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When you think of the ways you hope others see you, what comes to mind? Smart? Fun? How about nice? As social creatures, people want to have good interactions and relationships with others, and a part of that involves being nice. When you’re nice, socializing is easier, you find yourself with less conflict in your life and sometimes you even get what you want a little bit more than people who aren’t nice. It’s that catch-more-flies-with-honey thing. But, people have come to use the words “nice” and “kind” interchangeably, and it’s a problem.

Being nice and being kind are not the same thing. Being nice is something that ultimately has selfish intentions. It’s about wanting others to perceive you a certain way. In fact, research from Psych Tests reported on Cision PRWeb shows that people who are nice often desire approval from others. And it doesn’t take much to be nice – it’s all rather surface-level. If you don’t argue much, agree often, smile and nod, people think you’re nice.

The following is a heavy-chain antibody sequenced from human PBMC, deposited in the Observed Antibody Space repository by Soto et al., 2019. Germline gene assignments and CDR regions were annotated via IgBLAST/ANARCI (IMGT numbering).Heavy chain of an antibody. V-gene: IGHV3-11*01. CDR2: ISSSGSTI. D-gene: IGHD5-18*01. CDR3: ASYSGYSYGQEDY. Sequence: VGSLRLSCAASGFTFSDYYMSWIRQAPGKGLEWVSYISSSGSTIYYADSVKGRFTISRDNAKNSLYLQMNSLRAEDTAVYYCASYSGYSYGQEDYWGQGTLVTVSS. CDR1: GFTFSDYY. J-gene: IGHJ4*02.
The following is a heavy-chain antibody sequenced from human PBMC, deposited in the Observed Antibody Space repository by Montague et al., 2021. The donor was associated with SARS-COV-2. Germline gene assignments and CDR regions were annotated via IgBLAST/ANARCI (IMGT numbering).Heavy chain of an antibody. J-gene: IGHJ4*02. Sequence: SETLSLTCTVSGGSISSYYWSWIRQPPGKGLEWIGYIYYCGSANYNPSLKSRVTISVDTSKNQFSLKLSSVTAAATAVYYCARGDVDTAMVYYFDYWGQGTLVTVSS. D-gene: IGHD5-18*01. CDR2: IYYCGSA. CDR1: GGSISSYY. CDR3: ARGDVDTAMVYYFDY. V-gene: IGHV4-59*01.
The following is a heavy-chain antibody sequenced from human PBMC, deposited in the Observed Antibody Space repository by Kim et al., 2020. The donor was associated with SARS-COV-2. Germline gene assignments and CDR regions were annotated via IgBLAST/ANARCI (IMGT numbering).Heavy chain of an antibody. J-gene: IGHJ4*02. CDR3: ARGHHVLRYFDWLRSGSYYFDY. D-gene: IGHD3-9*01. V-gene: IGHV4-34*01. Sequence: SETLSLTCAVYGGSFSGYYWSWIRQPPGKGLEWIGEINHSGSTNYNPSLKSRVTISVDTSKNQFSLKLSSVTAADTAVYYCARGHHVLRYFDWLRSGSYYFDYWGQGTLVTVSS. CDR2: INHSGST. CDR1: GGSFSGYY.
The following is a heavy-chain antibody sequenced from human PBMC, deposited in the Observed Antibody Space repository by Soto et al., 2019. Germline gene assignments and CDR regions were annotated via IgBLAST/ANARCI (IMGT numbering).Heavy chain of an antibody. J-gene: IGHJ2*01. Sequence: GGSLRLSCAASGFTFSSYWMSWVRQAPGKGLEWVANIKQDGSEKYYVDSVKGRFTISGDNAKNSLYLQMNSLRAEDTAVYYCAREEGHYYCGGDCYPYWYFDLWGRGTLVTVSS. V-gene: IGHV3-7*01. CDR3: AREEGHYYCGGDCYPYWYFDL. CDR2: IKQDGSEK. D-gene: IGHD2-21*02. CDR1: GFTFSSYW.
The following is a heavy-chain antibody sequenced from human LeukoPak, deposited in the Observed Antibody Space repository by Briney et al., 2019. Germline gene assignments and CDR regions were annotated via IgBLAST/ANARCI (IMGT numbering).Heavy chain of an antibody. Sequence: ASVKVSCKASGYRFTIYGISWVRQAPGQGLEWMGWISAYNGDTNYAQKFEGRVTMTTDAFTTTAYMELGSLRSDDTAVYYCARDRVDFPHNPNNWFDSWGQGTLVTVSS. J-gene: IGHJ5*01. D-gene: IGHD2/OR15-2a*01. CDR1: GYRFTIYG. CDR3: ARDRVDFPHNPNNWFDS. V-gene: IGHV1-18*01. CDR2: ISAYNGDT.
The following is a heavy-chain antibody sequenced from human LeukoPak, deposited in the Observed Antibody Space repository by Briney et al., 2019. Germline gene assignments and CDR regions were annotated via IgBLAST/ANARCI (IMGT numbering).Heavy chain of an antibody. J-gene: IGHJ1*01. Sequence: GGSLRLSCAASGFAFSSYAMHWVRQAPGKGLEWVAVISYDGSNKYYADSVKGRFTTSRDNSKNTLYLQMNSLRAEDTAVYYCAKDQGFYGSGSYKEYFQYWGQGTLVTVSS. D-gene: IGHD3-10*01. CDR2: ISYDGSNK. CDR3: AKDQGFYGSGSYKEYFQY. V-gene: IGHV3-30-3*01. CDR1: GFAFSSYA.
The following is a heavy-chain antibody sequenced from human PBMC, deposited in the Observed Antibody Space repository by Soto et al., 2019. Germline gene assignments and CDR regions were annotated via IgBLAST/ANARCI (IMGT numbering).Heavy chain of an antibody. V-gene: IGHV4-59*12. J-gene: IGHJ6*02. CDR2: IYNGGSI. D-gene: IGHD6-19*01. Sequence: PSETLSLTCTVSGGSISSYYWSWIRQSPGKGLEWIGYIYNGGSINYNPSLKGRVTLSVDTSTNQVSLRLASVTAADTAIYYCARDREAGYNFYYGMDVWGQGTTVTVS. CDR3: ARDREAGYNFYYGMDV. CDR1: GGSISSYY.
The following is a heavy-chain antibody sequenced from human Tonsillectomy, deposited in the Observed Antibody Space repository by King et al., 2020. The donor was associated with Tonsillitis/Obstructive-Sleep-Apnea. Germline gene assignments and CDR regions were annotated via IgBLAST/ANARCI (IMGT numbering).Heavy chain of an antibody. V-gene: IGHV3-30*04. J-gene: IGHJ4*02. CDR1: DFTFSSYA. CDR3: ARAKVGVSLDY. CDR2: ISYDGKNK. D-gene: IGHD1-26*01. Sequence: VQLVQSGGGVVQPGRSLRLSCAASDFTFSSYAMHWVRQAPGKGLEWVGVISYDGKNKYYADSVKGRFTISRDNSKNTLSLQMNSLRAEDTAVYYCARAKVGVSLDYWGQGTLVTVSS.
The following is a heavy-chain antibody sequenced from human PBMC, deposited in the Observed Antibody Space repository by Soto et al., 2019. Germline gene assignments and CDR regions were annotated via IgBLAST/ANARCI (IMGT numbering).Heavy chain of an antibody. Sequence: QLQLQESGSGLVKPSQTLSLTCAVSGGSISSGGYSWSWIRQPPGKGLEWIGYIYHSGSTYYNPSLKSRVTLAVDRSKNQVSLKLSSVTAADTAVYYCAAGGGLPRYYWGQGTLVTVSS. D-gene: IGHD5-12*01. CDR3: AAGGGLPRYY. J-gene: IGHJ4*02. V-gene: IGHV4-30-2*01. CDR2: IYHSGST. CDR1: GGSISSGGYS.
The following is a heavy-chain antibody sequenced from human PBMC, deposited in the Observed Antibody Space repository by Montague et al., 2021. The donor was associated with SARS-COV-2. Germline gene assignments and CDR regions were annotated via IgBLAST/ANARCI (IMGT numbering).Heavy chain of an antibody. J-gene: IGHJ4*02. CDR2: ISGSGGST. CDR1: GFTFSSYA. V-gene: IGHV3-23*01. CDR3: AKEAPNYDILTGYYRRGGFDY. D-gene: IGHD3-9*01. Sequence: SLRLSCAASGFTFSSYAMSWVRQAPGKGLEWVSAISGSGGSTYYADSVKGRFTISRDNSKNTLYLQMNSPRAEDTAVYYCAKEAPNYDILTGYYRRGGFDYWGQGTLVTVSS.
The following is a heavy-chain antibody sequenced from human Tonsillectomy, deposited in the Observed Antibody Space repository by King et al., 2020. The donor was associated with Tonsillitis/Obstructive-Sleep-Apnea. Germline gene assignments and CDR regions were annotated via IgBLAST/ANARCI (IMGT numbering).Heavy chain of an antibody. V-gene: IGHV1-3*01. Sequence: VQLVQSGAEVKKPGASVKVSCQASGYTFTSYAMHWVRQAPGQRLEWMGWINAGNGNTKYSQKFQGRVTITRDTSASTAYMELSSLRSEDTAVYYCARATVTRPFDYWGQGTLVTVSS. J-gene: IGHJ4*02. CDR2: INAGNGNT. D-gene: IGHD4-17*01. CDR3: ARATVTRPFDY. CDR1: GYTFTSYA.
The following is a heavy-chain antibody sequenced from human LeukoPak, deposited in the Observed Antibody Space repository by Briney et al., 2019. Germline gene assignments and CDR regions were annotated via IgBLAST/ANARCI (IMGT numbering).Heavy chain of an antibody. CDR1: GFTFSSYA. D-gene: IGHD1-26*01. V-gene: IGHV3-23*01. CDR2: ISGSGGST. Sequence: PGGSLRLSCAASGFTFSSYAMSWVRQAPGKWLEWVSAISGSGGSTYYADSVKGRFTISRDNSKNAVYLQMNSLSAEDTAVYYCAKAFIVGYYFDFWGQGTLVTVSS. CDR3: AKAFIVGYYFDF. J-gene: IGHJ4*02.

Being kind, on the other hand, requires action and energy. And sometimes, in order to be kind, you have to do something that doesn’t seem nice on the surface. That’s because being kind is about doing things that are for the true betterment of other people. And sometimes that requires a little tough love, meaning people don’t think you’re nice – even if you just did them a favor. Here are examples of being nice vs. being kind.


Saying “It’s Okay” When It’s Not

Sometimes being nice means not letting someone know when they hurt your feelings or wronged you in some way. You say “It’s okay” to avoid an uncomfortable conversation. And then, you make the silent decision to distance yourself from this person. The kind thing would be to tell the person what they did wrong, so they have the chance to make things right, and continue to have a good relationship with you. Maybe they won’t try to fix things, but maybe they will, and they only get that chance if you do the “not nice” thing of telling them they messed up.

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